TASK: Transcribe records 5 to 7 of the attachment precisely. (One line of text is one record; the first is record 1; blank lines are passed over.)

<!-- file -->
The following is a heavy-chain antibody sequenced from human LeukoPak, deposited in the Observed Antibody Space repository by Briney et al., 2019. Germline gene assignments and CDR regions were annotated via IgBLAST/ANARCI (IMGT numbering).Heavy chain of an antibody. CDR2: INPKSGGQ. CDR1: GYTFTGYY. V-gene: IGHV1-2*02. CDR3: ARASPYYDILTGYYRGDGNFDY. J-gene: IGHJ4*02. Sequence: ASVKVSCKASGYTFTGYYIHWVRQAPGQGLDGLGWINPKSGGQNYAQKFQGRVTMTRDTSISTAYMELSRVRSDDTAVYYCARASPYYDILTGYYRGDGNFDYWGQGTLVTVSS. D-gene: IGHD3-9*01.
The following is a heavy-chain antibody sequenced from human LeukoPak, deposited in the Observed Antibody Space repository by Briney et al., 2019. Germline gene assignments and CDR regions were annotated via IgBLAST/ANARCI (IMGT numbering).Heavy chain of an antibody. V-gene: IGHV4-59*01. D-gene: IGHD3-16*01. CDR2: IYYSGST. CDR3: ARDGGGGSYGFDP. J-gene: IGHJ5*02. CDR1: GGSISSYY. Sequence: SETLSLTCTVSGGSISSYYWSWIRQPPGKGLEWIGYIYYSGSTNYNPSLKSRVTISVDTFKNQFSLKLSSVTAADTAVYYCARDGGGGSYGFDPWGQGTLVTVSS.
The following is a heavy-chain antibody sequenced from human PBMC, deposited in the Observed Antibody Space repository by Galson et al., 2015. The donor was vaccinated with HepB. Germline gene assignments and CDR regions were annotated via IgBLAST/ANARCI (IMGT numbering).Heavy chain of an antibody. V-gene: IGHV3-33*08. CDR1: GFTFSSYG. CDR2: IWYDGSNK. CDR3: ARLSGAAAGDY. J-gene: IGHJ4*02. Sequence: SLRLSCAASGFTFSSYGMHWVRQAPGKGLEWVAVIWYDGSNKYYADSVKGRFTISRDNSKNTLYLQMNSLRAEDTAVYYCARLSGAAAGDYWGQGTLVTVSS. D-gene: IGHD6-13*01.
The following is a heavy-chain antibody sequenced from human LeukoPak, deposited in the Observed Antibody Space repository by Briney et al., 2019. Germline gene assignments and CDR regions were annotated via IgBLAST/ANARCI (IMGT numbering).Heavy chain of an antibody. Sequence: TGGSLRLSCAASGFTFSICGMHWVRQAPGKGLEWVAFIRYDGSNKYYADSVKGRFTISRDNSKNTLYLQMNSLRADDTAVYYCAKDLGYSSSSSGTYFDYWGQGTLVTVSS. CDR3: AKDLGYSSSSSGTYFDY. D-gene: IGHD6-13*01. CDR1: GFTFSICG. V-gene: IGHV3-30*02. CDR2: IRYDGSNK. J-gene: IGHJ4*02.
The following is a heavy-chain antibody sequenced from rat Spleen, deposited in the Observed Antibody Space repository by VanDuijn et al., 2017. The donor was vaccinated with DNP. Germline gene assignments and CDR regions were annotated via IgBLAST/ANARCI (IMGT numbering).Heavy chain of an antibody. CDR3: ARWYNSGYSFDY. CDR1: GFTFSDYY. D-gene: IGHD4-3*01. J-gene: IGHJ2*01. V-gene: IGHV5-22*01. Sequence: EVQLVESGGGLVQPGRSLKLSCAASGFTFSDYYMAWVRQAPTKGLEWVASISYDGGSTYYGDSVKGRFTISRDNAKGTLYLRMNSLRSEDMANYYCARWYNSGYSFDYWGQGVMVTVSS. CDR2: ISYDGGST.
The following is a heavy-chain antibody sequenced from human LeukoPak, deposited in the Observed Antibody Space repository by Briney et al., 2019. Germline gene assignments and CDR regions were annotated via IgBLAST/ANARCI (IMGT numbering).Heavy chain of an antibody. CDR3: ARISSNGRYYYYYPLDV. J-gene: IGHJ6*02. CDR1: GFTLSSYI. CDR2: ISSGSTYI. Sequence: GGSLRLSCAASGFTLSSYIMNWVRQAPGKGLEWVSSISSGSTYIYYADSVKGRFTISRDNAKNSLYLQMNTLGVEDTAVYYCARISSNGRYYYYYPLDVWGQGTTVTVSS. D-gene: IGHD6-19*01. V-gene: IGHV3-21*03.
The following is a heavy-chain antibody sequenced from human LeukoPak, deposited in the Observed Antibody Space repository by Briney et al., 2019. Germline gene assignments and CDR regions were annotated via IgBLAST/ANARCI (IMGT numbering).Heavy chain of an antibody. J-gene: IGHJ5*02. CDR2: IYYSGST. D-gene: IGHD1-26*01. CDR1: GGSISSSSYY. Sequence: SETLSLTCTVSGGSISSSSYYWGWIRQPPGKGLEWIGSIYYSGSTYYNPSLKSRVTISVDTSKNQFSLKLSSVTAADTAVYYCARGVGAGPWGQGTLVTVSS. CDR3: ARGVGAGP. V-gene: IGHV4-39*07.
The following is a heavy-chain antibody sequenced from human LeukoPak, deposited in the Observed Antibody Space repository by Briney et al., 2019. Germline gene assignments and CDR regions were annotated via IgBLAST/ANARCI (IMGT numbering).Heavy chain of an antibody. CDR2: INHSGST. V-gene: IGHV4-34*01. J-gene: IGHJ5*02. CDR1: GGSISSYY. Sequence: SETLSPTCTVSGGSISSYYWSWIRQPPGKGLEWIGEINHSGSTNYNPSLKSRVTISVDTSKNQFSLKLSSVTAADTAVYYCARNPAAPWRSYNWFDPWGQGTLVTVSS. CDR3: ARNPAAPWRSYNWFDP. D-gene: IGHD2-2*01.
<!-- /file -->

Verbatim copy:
The following is a heavy-chain antibody sequenced from rat Spleen, deposited in the Observed Antibody Space repository by VanDuijn et al., 2017. The donor was vaccinated with DNP. Germline gene assignments and CDR regions were annotated via IgBLAST/ANARCI (IMGT numbering).Heavy chain of an antibody. CDR3: ARWYNSGYSFDY. CDR1: GFTFSDYY. D-gene: IGHD4-3*01. J-gene: IGHJ2*01. V-gene: IGHV5-22*01. Sequence: EVQLVESGGGLVQPGRSLKLSCAASGFTFSDYYMAWVRQAPTKGLEWVASISYDGGSTYYGDSVKGRFTISRDNAKGTLYLRMNSLRSEDMANYYCARWYNSGYSFDYWGQGVMVTVSS. CDR2: ISYDGGST.
The following is a heavy-chain antibody sequenced from human LeukoPak, deposited in the Observed Antibody Space repository by Briney et al., 2019. Germline gene assignments and CDR regions were annotated via IgBLAST/ANARCI (IMGT numbering).Heavy chain of an antibody. CDR3: ARISSNGRYYYYYPLDV. J-gene: IGHJ6*02. CDR1: GFTLSSYI. CDR2: ISSGSTYI. Sequence: GGSLRLSCAASGFTLSSYIMNWVRQAPGKGLEWVSSISSGSTYIYYADSVKGRFTISRDNAKNSLYLQMNTLGVEDTAVYYCARISSNGRYYYYYPLDVWGQGTTVTVSS. D-gene: IGHD6-19*01. V-gene: IGHV3-21*03.
The following is a heavy-chain antibody sequenced from human LeukoPak, deposited in the Observed Antibody Space repository by Briney et al., 2019. Germline gene assignments and CDR regions were annotated via IgBLAST/ANARCI (IMGT numbering).Heavy chain of an antibody. J-gene: IGHJ5*02. CDR2: IYYSGST. D-gene: IGHD1-26*01. CDR1: GGSISSSSYY. Sequence: SETLSLTCTVSGGSISSSSYYWGWIRQPPGKGLEWIGSIYYSGSTYYNPSLKSRVTISVDTSKNQFSLKLSSVTAADTAVYYCARGVGAGPWGQGTLVTVSS. CDR3: ARGVGAGP. V-gene: IGHV4-39*07.